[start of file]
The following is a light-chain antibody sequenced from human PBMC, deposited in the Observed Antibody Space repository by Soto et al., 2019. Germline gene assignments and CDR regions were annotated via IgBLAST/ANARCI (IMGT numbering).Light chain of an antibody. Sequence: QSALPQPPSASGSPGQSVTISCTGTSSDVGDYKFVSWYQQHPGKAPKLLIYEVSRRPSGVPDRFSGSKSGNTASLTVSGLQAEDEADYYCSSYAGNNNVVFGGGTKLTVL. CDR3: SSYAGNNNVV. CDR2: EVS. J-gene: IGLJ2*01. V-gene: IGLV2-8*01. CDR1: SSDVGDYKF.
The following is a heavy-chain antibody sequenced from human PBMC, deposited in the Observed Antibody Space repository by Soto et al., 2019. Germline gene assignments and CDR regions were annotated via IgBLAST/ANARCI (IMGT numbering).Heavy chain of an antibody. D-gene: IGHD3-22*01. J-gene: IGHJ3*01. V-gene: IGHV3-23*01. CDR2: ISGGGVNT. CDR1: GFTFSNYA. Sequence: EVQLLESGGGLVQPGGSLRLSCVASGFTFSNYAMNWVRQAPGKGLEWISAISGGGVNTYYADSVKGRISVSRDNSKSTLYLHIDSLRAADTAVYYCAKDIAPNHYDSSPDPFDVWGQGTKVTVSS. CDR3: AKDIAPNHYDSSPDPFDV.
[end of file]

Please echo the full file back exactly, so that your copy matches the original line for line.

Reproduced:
The following is a light-chain antibody sequenced from human PBMC, deposited in the Observed Antibody Space repository by Soto et al., 2019. Germline gene assignments and CDR regions were annotated via IgBLAST/ANARCI (IMGT numbering).Light chain of an antibody. Sequence: QSALPQPPSASGSPGQSVTISCTGTSSDVGDYKFVSWYQQHPGKAPKLLIYEVSRRPSGVPDRFSGSKSGNTASLTVSGLQAEDEADYYCSSYAGNNNVVFGGGTKLTVL. CDR3: SSYAGNNNVV. CDR2: EVS. J-gene: IGLJ2*01. V-gene: IGLV2-8*01. CDR1: SSDVGDYKF.
The following is a heavy-chain antibody sequenced from human PBMC, deposited in the Observed Antibody Space repository by Soto et al., 2019. Germline gene assignments and CDR regions were annotated via IgBLAST/ANARCI (IMGT numbering).Heavy chain of an antibody. D-gene: IGHD3-22*01. J-gene: IGHJ3*01. V-gene: IGHV3-23*01. CDR2: ISGGGVNT. CDR1: GFTFSNYA. Sequence: EVQLLESGGGLVQPGGSLRLSCVASGFTFSNYAMNWVRQAPGKGLEWISAISGGGVNTYYADSVKGRISVSRDNSKSTLYLHIDSLRAADTAVYYCAKDIAPNHYDSSPDPFDVWGQGTKVTVSS. CDR3: AKDIAPNHYDSSPDPFDV.